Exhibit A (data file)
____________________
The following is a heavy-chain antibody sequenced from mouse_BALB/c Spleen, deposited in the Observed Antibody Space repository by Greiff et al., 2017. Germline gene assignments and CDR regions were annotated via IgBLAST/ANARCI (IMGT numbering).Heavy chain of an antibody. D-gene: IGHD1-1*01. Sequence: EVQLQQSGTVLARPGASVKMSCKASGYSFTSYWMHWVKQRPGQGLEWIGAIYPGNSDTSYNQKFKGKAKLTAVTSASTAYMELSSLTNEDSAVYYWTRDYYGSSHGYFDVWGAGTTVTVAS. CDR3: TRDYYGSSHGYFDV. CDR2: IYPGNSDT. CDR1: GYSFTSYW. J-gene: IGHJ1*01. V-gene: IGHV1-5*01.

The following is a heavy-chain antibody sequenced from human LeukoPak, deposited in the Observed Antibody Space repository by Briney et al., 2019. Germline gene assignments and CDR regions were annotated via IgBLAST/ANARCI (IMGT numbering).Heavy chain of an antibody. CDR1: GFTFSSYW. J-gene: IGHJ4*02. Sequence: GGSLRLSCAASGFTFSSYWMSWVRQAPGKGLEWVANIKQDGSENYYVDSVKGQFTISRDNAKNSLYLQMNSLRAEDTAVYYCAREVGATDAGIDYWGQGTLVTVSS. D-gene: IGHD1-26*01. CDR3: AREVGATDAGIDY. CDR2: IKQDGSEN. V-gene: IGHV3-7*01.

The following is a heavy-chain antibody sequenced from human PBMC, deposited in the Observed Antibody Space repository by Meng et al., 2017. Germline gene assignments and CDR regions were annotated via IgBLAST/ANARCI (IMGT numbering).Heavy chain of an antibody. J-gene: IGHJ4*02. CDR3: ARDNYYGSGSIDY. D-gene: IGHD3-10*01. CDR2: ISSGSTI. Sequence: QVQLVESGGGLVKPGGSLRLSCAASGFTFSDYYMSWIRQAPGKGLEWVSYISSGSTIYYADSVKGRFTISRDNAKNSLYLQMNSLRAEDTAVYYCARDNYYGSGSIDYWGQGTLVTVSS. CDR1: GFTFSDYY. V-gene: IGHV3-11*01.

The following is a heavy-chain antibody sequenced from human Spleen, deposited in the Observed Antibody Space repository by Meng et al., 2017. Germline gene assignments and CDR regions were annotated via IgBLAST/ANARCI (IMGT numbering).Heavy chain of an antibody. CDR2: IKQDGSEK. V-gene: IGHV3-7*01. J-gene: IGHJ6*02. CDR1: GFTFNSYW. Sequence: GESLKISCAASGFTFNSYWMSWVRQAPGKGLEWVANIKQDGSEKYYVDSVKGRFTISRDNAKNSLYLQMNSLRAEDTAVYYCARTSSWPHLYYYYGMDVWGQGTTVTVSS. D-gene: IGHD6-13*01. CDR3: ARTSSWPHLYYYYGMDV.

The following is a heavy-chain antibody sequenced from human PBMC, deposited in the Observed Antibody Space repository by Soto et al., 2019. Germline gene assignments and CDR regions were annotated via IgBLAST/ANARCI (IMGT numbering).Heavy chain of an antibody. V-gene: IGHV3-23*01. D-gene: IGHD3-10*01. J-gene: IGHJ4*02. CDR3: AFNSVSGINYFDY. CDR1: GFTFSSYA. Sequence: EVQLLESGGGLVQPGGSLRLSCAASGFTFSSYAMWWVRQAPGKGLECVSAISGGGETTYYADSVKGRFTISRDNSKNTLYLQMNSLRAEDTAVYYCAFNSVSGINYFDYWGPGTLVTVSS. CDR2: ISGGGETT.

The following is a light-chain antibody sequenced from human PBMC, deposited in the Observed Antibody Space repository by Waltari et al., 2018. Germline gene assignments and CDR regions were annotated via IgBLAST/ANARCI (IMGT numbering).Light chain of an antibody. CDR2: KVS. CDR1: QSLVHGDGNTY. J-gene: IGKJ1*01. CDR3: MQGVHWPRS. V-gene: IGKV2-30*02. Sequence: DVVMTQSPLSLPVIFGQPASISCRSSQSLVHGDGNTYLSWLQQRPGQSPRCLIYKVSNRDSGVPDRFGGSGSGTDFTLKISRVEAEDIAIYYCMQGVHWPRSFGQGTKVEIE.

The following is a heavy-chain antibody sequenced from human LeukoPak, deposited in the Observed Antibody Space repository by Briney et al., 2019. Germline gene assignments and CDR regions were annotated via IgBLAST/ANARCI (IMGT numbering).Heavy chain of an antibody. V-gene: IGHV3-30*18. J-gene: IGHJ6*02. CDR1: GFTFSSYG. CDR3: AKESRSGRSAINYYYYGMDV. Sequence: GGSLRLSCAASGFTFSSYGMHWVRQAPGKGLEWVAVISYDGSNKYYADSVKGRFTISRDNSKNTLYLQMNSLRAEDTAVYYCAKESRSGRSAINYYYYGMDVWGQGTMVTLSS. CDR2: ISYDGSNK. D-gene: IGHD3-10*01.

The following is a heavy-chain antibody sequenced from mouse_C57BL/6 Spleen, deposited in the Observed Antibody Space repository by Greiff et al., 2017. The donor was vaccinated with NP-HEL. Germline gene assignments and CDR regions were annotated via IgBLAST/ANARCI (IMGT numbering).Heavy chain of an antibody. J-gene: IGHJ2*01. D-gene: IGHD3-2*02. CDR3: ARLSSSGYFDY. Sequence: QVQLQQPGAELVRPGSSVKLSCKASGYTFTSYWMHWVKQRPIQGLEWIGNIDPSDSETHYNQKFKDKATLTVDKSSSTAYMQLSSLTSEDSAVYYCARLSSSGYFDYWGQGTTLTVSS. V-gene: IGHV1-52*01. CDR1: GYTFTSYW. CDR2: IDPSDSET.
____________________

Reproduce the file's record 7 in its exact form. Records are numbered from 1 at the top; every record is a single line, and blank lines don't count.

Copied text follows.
The following is a heavy-chain antibody sequenced from human LeukoPak, deposited in the Observed Antibody Space repository by Briney et al., 2019. Germline gene assignments and CDR regions were annotated via IgBLAST/ANARCI (IMGT numbering).Heavy chain of an antibody. V-gene: IGHV3-30*18. J-gene: IGHJ6*02. CDR1: GFTFSSYG. CDR3: AKESRSGRSAINYYYYGMDV. Sequence: GGSLRLSCAASGFTFSSYGMHWVRQAPGKGLEWVAVISYDGSNKYYADSVKGRFTISRDNSKNTLYLQMNSLRAEDTAVYYCAKESRSGRSAINYYYYGMDVWGQGTMVTLSS. CDR2: ISYDGSNK. D-gene: IGHD3-10*01.